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Flathead Lake in Western Montana


Flathead Lake A Glacier Country Recreation Hot Spot
Andy Austin

A Glacier Country Recreation Hot Spot

Note: As of July 1, 2023, Conservation Licenses are required for everyone age 12 and older to access most state lands, including wildlife management areas, fishing access sites and wildlife habitat protection areas. This requirement does not include state parks. Please recreate responsibly. Learn more here.

Flathead Lake isn't just the largest natural body of freshwater in the West, it's one of Western Montana's biggest playgrounds. Located in the glacial-carved Flathead and Mission valleys and surrounded by the Mission, Salish, Swan and Whitefish mountains, it's a 30-mile-long, nearly 15-mile-wide, 300-foot-deep recreation hot spot.

Water Adventures

From swimming to fishing to whatever kind of boating or floating you're into—motorboating, stand-up paddleboarding, kayaking or sailing—the exquisite waters reflecting snowcapped peaks, forested slopes and our wild blue sky are nothing short of stunning year-round. Just make sure when recreating on Montana waters you stop at mandatory watercraft inspection stations and follow Clean.Drain.Dry. principles to help prevent the spread of Aquatic Invasive Species (AIS). You might also consider taking a tour of the lake with Far West Boat Tours, based out of Lakeside.


There are numerous camping, recreation and fishing access sites along the lake's 185 miles of shoreline and multiple state park units within Flathead Lake State Park including Big Arm State Park, West Shore State Park, Wayfarers State Park, Yellow Bay State Park, Finley Point State Park and the lake's largest island, Wild Horse Island State Park, a day-use state park that is home to wild horses (hence the name), bighorn sheep, coyotes, deer and a variety of birds.

Please note: The southern half of the lake is located on the Flathead Indian Reservation, home of the Confederated Salish and Kootenai Tribes. When recreating or fishing on these waters, be sure to obtain a tribal permit (available at most area sporting goods stores).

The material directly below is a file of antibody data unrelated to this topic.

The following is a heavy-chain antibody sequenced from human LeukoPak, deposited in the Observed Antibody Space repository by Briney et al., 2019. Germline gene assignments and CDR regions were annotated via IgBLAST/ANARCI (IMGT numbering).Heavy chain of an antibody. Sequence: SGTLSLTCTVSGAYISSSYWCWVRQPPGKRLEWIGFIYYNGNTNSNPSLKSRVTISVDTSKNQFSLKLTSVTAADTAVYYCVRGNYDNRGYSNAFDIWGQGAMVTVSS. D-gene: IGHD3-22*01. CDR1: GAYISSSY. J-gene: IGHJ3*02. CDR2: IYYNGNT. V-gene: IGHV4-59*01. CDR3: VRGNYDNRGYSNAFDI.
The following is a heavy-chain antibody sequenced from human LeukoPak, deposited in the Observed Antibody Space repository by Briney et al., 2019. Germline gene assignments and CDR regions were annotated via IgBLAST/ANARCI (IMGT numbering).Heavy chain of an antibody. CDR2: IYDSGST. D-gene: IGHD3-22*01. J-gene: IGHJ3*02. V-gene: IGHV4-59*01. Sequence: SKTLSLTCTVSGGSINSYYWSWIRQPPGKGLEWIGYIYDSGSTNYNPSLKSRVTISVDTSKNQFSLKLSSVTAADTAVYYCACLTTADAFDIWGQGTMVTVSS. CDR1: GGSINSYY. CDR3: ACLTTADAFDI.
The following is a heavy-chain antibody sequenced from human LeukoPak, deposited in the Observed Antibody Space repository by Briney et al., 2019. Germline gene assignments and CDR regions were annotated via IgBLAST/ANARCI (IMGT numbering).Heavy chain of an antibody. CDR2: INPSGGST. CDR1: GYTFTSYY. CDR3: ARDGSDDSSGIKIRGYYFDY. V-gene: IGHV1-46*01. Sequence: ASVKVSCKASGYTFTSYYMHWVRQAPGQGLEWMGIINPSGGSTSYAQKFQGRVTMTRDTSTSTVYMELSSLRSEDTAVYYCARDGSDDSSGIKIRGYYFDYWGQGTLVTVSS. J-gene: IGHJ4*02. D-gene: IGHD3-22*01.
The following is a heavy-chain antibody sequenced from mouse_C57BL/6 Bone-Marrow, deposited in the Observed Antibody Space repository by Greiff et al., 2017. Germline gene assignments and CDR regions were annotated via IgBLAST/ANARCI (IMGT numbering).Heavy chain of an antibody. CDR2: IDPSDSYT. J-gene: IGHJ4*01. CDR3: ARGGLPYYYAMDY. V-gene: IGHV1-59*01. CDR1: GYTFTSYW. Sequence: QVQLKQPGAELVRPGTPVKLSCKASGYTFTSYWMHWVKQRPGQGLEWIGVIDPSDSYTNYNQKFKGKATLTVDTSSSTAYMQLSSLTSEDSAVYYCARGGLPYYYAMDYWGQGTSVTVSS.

Winter Adventures

Winter on and around the lake is a wonderland of adventure. For downhill ski enthusiasts, Blacktail Mountain Ski Area (just west of Lakeside) offers a family-friendly mountain experience with excellent lake views. Nordic skiers, snowshoers and snowmobilers enjoy numerous groomed and backcountry trails throughout the region. And even though the lake doesn't completely freeze over due to its size, ice fishing fun can be enjoyed on the bays that do freeze over. For a truly unique winter activity, try dog sledding.

Annual Events + Family Fun

Flathead Lake is a perfect place for families. Plan a stay around one of Western Montana's annual events like the Bigfork Whitewater Festival, the 4th of July Fireworks over the lake, or the Flathead Cherry Festival—for some of those cherries you keep hearing about. Speaking of Flathead cherries, you can pick your own mid-July to mid-August. The lake's east side is lined with orchards and fruit stands.

Small-town Charm

The communities that surround Flathead Lake—Polson, Bigfork, Big Arm , Elmo, Rollins, Lakeside , Dayton and Somers—all offer something unique, with the storybook village of Bigfork really laying on the charm—especially during the holiday season when the community transforms into Montana's largest Christmas Village. Use the Flathead Scenic Travel Corridor as a base camp for exploring the lake and some of these small towns. You'll enjoy highlights like fine and fun dining, breweries and distilleries serving authentic Montana craft beverages, captivating museums, live theater, a regional symphony orchestra, and local shopping for Montana-made products.

Fortunes, Legends and Ghosts. The Rest Is History.

Southwest Montana’s ghost towns and historic places tell tales of lingering souls. Whether you are a thrill seeker, ghost hunter or history buff, you’ll love these spooky sites and tours.

Recreate Responsibly Plan Ahead, Play it Safe, and Leave No Trace.
News from Glacier National Park Currently, 50 miles of the Going-to-the-Sun Road are open for travel.

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